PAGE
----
Dr Dianne Ball and Ray Wells
Care after death requires broad expertise and collaboration to understand and manage the complexities of each death accurately, appropriately and in a timely manner. With ever-so growing constraints on our health systems, it is also an area most likely to be under-resourced. Within health care settings where the loss of a patient affects many different people, it becomes crucial that the needs of the deceased patient, staff, hospital and external agencies are well understood and met.
Bereavement Care Service (BCS) was established in 1995 and contracted to Middlemore Hospital in response to a need to provide specialized, coordinated and culturally appropriate support to grieving families. BCS is a 24/7 onsite service attending every death including second-trimester miscarriages, stillbirth and neonatal deaths. Its specialized and empathetic team provide expertise, understanding, and facilitation throughout all the necessary processes, from the pre-death interface with families until the transfer of the deceased from the facility. It ensures all requirements pertaining to death are met in a compassionate, culturally appropriate, and timely manner. Accurate information enables efficient transfers of the deceased, and for families to continue with their farewell journey.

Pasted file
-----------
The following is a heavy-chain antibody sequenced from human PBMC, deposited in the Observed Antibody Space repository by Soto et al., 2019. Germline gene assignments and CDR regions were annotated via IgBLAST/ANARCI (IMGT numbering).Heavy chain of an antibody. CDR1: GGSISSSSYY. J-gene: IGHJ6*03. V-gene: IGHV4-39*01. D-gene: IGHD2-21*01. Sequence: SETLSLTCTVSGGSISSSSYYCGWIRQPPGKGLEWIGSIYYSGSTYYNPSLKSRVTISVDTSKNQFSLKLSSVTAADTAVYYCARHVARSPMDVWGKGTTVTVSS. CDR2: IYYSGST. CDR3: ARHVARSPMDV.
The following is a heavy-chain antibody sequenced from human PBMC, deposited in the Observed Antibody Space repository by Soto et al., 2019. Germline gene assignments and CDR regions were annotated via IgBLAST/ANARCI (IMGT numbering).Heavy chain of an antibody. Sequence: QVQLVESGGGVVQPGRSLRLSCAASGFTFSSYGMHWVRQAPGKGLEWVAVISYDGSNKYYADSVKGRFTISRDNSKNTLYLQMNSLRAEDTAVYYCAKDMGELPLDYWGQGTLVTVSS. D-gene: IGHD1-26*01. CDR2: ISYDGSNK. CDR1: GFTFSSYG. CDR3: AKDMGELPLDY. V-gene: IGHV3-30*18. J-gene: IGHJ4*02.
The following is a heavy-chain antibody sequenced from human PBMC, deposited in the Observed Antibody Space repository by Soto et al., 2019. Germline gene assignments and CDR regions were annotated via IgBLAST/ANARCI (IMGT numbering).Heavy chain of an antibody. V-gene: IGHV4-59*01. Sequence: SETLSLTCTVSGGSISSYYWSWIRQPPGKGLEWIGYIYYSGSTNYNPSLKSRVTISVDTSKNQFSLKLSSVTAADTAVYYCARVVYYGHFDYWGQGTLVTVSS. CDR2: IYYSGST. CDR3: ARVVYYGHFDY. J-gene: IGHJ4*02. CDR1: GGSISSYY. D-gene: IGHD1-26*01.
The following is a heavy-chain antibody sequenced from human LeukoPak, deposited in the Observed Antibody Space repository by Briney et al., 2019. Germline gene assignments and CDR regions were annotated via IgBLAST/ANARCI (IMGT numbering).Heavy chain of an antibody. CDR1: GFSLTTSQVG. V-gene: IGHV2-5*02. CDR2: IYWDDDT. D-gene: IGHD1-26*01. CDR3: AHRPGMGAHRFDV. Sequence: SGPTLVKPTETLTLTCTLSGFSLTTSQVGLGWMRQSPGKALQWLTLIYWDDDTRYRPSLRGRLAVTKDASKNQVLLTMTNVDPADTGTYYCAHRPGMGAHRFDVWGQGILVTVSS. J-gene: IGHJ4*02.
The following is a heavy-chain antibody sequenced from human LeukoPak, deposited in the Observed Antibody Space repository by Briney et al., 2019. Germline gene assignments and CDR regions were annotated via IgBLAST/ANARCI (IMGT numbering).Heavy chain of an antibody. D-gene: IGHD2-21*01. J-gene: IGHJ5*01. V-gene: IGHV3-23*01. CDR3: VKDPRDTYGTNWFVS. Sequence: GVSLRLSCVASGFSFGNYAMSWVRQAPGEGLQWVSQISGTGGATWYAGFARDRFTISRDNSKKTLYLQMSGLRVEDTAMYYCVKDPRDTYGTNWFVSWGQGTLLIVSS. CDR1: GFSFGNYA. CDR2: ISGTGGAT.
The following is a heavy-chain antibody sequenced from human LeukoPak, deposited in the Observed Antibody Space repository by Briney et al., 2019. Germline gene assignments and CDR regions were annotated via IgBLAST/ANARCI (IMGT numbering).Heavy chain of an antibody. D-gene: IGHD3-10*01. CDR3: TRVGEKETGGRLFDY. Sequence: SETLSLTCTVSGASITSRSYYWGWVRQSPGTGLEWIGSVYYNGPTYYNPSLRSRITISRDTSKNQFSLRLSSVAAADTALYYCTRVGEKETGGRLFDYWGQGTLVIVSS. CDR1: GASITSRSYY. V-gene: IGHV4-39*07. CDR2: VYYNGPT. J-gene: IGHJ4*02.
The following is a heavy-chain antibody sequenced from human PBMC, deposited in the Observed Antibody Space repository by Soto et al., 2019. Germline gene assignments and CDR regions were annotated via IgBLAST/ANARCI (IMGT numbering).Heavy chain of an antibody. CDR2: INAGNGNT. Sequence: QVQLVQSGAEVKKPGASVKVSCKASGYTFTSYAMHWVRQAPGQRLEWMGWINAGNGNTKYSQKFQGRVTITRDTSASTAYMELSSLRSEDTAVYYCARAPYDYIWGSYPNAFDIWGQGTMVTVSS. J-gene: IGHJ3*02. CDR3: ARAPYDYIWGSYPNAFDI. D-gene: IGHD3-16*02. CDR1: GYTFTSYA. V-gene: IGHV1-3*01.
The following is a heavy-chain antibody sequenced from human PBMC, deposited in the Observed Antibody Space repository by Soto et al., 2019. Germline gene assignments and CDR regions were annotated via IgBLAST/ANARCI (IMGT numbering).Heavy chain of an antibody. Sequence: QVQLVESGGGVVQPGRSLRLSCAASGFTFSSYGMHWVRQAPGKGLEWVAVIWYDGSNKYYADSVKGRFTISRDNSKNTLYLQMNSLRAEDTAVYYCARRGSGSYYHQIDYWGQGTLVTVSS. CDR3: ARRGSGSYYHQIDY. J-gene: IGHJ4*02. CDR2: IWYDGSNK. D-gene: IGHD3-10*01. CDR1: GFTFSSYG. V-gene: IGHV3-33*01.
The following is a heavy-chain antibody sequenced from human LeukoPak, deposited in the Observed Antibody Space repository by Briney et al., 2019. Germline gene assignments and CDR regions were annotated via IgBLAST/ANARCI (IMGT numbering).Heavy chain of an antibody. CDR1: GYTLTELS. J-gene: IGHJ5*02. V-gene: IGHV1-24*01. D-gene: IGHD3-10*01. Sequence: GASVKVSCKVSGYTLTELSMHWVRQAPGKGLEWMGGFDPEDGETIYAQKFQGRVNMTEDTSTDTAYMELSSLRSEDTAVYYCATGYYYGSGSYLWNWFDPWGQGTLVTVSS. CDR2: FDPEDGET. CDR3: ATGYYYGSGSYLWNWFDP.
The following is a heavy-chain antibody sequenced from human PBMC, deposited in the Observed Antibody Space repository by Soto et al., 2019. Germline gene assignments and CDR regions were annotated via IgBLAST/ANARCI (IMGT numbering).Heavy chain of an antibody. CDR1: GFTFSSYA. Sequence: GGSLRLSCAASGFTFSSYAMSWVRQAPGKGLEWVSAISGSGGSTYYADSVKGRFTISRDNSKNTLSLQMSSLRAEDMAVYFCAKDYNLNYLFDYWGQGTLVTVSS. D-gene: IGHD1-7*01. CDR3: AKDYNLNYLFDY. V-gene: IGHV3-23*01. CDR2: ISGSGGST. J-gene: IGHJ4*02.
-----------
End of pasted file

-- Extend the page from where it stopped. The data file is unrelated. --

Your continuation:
A range of outcomes are hypothesized- timely accurate information with appropriate cultural support provide greater family satisfaction and reduced risk of complicated grief. There is also benefit to staff, facility and external agencies while preserving dignity of the deceased.
Care in hospital does not have to stop at death even in the face of adversities. It is often the constraints we operate within that open channels of creativity and innovative models of service delivery. BCS is one such model that can easily be set up in most health care facilities. It is a collaborative, centralized and integrated end to end solution that also meets the cultural/spiritual needs of the deceased patients and their families.